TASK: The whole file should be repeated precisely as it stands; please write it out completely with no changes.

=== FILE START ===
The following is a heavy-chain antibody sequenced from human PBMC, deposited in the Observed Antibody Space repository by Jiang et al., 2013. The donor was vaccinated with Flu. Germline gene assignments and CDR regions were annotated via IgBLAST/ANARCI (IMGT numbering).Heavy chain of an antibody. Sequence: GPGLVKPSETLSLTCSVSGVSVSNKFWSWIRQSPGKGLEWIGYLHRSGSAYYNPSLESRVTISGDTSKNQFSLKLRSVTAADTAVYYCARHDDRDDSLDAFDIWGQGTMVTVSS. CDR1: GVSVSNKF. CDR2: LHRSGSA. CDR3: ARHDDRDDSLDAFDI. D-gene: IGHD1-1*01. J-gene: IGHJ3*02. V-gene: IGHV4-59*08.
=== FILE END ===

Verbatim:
The following is a heavy-chain antibody sequenced from human PBMC, deposited in the Observed Antibody Space repository by Jiang et al., 2013. The donor was vaccinated with Flu. Germline gene assignments and CDR regions were annotated via IgBLAST/ANARCI (IMGT numbering).Heavy chain of an antibody. Sequence: GPGLVKPSETLSLTCSVSGVSVSNKFWSWIRQSPGKGLEWIGYLHRSGSAYYNPSLESRVTISGDTSKNQFSLKLRSVTAADTAVYYCARHDDRDDSLDAFDIWGQGTMVTVSS. CDR1: GVSVSNKF. CDR2: LHRSGSA. CDR3: ARHDDRDDSLDAFDI. D-gene: IGHD1-1*01. J-gene: IGHJ3*02. V-gene: IGHV4-59*08.